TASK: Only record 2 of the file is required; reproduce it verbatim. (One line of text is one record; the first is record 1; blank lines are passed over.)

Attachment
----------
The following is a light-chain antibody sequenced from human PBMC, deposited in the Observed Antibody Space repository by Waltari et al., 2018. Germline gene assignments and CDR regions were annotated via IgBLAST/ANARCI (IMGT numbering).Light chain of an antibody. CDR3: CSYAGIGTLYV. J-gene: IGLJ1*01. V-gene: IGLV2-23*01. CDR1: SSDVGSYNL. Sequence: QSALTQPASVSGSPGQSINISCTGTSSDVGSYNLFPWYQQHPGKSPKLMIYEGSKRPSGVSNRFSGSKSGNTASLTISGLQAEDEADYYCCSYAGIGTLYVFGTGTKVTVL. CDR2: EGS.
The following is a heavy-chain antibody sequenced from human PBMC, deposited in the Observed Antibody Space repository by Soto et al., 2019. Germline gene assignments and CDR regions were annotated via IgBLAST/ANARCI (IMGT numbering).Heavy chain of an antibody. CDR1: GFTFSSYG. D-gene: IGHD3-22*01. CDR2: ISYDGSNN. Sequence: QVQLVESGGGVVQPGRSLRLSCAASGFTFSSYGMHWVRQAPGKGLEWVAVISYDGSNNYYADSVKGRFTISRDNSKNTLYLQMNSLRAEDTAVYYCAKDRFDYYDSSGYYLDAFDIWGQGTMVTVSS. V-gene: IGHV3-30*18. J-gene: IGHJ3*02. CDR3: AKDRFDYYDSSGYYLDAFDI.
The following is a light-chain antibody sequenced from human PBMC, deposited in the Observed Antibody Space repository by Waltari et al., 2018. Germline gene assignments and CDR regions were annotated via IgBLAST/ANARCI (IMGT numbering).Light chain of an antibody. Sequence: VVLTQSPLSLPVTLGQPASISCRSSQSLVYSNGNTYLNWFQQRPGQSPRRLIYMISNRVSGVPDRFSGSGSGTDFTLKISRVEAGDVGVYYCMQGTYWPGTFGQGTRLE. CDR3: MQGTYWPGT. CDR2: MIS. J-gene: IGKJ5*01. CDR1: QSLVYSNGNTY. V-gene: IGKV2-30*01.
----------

The following is a heavy-chain antibody sequenced from human PBMC, deposited in the Observed Antibody Space repository by Soto et al., 2019. Germline gene assignments and CDR regions were annotated via IgBLAST/ANARCI (IMGT numbering).Heavy chain of an antibody. CDR1: GFTFSSYG. D-gene: IGHD3-22*01. CDR2: ISYDGSNN. Sequence: QVQLVESGGGVVQPGRSLRLSCAASGFTFSSYGMHWVRQAPGKGLEWVAVISYDGSNNYYADSVKGRFTISRDNSKNTLYLQMNSLRAEDTAVYYCAKDRFDYYDSSGYYLDAFDIWGQGTMVTVSS. V-gene: IGHV3-30*18. J-gene: IGHJ3*02. CDR3: AKDRFDYYDSSGYYLDAFDI.